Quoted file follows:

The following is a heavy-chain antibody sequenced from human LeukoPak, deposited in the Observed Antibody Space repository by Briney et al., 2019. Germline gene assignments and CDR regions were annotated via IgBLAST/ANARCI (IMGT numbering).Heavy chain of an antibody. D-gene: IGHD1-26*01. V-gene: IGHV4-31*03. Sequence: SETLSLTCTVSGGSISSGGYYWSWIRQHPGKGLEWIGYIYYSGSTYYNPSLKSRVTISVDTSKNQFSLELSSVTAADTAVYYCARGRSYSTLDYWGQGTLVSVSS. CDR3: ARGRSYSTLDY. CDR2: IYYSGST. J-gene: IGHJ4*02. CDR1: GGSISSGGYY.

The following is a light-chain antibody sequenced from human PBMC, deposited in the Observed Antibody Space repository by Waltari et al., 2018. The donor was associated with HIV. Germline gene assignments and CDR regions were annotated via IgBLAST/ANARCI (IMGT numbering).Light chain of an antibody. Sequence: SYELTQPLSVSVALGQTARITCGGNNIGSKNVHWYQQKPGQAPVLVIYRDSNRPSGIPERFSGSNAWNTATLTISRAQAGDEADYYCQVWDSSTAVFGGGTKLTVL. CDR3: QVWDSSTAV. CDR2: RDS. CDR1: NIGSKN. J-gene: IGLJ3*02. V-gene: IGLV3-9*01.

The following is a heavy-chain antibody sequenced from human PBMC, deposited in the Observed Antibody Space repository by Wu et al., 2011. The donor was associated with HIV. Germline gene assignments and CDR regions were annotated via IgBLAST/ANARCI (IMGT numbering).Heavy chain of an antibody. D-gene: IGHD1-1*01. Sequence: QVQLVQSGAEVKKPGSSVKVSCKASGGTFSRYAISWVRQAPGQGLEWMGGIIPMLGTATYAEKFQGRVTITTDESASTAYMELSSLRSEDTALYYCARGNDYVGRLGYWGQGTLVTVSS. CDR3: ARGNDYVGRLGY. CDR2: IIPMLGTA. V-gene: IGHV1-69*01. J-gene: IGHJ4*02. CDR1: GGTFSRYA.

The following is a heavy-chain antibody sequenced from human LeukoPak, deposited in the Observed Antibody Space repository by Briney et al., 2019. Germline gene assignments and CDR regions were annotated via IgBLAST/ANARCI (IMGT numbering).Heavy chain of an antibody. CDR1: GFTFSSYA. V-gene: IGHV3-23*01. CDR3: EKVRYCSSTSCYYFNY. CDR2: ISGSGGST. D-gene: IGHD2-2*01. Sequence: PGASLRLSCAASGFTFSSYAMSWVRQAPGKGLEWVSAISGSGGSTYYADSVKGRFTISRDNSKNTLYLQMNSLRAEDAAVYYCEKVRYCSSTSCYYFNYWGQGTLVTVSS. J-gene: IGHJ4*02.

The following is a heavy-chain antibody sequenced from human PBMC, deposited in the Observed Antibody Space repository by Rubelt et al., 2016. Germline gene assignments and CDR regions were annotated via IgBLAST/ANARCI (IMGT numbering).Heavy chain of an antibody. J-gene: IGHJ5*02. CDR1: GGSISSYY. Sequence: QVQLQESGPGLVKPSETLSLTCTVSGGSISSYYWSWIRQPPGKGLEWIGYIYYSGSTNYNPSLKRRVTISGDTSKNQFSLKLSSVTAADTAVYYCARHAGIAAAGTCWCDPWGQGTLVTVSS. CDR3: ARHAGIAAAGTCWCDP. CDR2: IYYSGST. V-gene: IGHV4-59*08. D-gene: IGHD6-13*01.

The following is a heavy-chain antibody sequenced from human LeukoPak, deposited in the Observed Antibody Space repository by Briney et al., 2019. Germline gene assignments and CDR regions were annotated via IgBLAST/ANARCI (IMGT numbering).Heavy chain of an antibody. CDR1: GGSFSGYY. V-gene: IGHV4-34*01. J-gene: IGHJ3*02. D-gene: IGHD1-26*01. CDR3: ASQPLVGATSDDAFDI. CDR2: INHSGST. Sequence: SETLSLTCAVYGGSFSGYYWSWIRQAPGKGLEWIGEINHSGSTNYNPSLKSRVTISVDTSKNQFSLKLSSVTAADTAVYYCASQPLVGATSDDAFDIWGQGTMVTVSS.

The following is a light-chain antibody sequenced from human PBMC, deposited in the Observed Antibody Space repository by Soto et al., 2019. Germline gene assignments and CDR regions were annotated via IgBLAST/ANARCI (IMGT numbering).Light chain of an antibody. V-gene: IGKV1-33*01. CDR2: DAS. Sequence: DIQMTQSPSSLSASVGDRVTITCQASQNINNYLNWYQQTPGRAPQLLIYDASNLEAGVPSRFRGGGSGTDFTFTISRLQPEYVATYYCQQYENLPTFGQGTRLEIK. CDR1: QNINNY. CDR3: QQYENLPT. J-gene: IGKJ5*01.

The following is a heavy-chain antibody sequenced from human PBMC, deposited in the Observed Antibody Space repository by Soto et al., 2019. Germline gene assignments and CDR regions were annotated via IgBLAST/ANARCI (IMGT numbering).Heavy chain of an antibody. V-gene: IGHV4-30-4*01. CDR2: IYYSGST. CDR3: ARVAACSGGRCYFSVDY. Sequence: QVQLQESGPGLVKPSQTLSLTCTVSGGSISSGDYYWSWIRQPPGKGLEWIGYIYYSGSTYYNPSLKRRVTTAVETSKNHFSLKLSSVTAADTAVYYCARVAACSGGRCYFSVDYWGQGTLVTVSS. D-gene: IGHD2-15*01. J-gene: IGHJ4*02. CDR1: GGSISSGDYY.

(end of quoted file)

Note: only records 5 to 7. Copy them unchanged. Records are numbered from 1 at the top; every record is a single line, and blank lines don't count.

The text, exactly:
The following is a heavy-chain antibody sequenced from human PBMC, deposited in the Observed Antibody Space repository by Rubelt et al., 2016. Germline gene assignments and CDR regions were annotated via IgBLAST/ANARCI (IMGT numbering).Heavy chain of an antibody. J-gene: IGHJ5*02. CDR1: GGSISSYY. Sequence: QVQLQESGPGLVKPSETLSLTCTVSGGSISSYYWSWIRQPPGKGLEWIGYIYYSGSTNYNPSLKRRVTISGDTSKNQFSLKLSSVTAADTAVYYCARHAGIAAAGTCWCDPWGQGTLVTVSS. CDR3: ARHAGIAAAGTCWCDP. CDR2: IYYSGST. V-gene: IGHV4-59*08. D-gene: IGHD6-13*01.

The following is a heavy-chain antibody sequenced from human LeukoPak, deposited in the Observed Antibody Space repository by Briney et al., 2019. Germline gene assignments and CDR regions were annotated via IgBLAST/ANARCI (IMGT numbering).Heavy chain of an antibody. CDR1: GGSFSGYY. V-gene: IGHV4-34*01. J-gene: IGHJ3*02. D-gene: IGHD1-26*01. CDR3: ASQPLVGATSDDAFDI. CDR2: INHSGST. Sequence: SETLSLTCAVYGGSFSGYYWSWIRQAPGKGLEWIGEINHSGSTNYNPSLKSRVTISVDTSKNQFSLKLSSVTAADTAVYYCASQPLVGATSDDAFDIWGQGTMVTVSS.

The following is a light-chain antibody sequenced from human PBMC, deposited in the Observed Antibody Space repository by Soto et al., 2019. Germline gene assignments and CDR regions were annotated via IgBLAST/ANARCI (IMGT numbering).Light chain of an antibody. V-gene: IGKV1-33*01. CDR2: DAS. Sequence: DIQMTQSPSSLSASVGDRVTITCQASQNINNYLNWYQQTPGRAPQLLIYDASNLEAGVPSRFRGGGSGTDFTFTISRLQPEYVATYYCQQYENLPTFGQGTRLEIK. CDR1: QNINNY. CDR3: QQYENLPT. J-gene: IGKJ5*01.